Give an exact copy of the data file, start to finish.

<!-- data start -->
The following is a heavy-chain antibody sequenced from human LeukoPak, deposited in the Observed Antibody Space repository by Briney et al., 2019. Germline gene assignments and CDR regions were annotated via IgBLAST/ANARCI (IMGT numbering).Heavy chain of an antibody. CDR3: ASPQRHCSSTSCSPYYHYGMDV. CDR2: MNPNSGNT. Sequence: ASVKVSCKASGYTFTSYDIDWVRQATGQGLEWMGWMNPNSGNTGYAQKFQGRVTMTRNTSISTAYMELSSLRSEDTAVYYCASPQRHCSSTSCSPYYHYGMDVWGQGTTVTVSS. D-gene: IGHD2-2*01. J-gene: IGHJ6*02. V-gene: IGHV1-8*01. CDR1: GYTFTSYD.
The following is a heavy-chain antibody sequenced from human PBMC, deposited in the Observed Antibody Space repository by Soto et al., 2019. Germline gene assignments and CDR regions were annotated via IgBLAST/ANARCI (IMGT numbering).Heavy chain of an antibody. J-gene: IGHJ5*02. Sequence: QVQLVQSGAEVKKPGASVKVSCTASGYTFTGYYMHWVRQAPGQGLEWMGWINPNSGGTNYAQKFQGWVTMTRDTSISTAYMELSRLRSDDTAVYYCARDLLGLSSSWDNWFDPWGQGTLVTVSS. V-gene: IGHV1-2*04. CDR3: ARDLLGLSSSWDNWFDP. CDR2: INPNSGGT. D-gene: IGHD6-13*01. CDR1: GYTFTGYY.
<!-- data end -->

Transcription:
The following is a heavy-chain antibody sequenced from human LeukoPak, deposited in the Observed Antibody Space repository by Briney et al., 2019. Germline gene assignments and CDR regions were annotated via IgBLAST/ANARCI (IMGT numbering).Heavy chain of an antibody. CDR3: ASPQRHCSSTSCSPYYHYGMDV. CDR2: MNPNSGNT. Sequence: ASVKVSCKASGYTFTSYDIDWVRQATGQGLEWMGWMNPNSGNTGYAQKFQGRVTMTRNTSISTAYMELSSLRSEDTAVYYCASPQRHCSSTSCSPYYHYGMDVWGQGTTVTVSS. D-gene: IGHD2-2*01. J-gene: IGHJ6*02. V-gene: IGHV1-8*01. CDR1: GYTFTSYD.
The following is a heavy-chain antibody sequenced from human PBMC, deposited in the Observed Antibody Space repository by Soto et al., 2019. Germline gene assignments and CDR regions were annotated via IgBLAST/ANARCI (IMGT numbering).Heavy chain of an antibody. J-gene: IGHJ5*02. Sequence: QVQLVQSGAEVKKPGASVKVSCTASGYTFTGYYMHWVRQAPGQGLEWMGWINPNSGGTNYAQKFQGWVTMTRDTSISTAYMELSRLRSDDTAVYYCARDLLGLSSSWDNWFDPWGQGTLVTVSS. V-gene: IGHV1-2*04. CDR3: ARDLLGLSSSWDNWFDP. CDR2: INPNSGGT. D-gene: IGHD6-13*01. CDR1: GYTFTGYY.